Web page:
Phasor Diagram of Synchronous Motors
The Phasor Diagram of the Synchronous Motor is very similar to the generator’s. In the generator we had lagging power factor, so the current was lagging behind the voltage.
In the case of the motor we can have both lagging and leading power factor. This depends on the excitation.
Excitation means how much current is fed in the stator’s DC magnet’s coil. Remember, this field generates the magnetic flux that induces the EMF in the stator coils. The diagram demonstrates a leading power factor.
Figure 12: Circuit model for a Synchronous Motor and the related phasor diagram. Note, the armature resistance has been ignored as the reactance dominates in the stator windings. We have a leading power facto.
How can current lead voltage in synchronous motors?
It is a little bit controversial as we did mention earlier that in coils the current lags behind the voltage by 90°. What’s happing then?
 Current is fed from an external supply to the stator windings and a rotating magnetic field will be generated.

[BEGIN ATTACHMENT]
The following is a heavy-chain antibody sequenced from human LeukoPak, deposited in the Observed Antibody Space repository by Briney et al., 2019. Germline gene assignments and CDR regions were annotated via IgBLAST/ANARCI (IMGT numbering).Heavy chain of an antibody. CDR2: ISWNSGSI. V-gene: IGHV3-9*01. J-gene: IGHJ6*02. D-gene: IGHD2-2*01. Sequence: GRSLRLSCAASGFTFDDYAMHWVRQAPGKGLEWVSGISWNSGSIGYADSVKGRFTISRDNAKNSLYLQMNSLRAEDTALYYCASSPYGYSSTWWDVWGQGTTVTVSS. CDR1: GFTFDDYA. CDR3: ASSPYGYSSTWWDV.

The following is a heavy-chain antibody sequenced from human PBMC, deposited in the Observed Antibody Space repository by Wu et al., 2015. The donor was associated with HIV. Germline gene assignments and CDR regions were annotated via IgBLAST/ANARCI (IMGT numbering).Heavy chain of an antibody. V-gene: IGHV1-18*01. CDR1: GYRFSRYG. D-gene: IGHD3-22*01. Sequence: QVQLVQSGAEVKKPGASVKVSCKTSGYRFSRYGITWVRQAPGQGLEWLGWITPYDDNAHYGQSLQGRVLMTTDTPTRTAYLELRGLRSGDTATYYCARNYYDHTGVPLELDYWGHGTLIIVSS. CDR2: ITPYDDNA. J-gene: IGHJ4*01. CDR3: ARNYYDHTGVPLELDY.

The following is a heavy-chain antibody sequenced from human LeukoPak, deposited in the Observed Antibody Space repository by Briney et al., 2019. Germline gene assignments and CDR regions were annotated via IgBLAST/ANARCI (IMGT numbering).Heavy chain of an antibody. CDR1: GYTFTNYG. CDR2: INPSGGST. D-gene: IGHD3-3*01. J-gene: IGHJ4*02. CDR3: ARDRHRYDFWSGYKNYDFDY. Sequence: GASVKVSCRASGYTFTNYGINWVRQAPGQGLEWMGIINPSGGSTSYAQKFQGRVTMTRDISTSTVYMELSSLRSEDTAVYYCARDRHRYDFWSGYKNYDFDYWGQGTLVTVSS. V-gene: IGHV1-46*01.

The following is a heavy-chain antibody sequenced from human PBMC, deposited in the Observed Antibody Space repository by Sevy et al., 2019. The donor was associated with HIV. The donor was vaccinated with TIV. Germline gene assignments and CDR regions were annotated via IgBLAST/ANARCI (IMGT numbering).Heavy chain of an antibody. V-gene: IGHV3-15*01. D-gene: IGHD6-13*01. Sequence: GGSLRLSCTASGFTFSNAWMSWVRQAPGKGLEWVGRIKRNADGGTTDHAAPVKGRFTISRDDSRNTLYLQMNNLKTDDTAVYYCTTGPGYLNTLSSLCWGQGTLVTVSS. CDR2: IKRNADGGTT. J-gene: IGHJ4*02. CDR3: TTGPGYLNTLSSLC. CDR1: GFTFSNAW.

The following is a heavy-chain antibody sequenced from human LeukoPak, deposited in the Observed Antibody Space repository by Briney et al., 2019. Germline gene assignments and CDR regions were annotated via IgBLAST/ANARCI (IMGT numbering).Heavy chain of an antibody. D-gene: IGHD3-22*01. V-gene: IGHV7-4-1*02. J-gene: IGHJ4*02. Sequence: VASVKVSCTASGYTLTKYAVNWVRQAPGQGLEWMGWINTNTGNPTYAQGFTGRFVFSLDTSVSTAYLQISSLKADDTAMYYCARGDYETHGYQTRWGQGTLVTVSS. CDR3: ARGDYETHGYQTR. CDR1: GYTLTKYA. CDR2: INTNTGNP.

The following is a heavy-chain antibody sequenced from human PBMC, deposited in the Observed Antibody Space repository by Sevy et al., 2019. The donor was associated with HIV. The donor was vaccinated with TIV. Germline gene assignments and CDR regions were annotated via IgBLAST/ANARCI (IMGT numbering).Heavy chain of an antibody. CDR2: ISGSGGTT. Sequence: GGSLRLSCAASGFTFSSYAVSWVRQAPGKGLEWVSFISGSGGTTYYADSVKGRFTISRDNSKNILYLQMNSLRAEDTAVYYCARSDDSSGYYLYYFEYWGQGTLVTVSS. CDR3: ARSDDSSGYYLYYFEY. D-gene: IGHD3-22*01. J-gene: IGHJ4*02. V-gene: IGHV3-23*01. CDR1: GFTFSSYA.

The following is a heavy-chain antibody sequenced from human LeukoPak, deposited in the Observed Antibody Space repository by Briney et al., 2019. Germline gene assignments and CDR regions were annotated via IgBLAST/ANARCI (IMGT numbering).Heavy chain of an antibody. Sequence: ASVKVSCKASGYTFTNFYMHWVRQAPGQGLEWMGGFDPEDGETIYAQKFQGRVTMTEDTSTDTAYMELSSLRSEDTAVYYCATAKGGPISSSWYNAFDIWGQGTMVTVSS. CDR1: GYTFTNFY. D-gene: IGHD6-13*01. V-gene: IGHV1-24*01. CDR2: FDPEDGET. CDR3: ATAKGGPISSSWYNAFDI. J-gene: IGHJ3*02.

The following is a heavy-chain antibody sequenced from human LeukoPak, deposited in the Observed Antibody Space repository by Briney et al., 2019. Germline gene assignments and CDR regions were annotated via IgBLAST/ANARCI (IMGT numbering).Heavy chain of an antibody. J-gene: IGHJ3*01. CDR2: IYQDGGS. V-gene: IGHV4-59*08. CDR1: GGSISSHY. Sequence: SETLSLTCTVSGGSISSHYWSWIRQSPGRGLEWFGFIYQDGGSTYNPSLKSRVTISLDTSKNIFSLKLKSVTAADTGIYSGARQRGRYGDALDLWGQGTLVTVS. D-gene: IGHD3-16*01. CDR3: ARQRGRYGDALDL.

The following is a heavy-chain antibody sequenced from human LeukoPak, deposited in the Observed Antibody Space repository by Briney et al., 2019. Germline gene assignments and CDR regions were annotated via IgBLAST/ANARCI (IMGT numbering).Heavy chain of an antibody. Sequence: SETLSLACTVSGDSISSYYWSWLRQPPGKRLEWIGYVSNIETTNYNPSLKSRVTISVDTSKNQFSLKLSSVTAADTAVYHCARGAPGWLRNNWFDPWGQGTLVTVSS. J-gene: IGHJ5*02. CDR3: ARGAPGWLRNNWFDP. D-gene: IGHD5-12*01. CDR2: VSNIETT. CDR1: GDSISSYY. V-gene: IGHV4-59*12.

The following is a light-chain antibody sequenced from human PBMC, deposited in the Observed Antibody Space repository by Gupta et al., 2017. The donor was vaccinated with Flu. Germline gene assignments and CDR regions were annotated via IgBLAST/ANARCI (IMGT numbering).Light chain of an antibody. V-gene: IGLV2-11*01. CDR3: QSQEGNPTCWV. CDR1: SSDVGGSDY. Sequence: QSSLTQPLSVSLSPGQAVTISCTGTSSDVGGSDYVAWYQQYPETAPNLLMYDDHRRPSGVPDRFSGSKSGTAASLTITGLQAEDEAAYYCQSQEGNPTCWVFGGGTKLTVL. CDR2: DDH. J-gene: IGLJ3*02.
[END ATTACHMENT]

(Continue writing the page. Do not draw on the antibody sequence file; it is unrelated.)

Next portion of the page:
The stator has a DC electromagnet. This magnet’s poles will lock onto the rotating field.
 Now the DC magnet’s field is rotating too which will cut the stator’s windings.
 Based on the Law of Electormagnetic Induction, a current will be generated that reinforces the current flow in the stator.
This reinforcement makes the current lead the voltage. Note, this is only the case when the field current, If is overexcited.
Figure 13: A 2pole synchronous motor showing the magnetic fluxes for both stator and rotor. As the rotor rotates, it’s magnetic field will cut the stator windings generating an EMF that will induce a current. This current reinforces the stator current flow, which originally lags, and make it lead instead. This is the overexcited case, when the Field Current, If is large.
VCurve & Inverted VCurve of the Synchronous Motor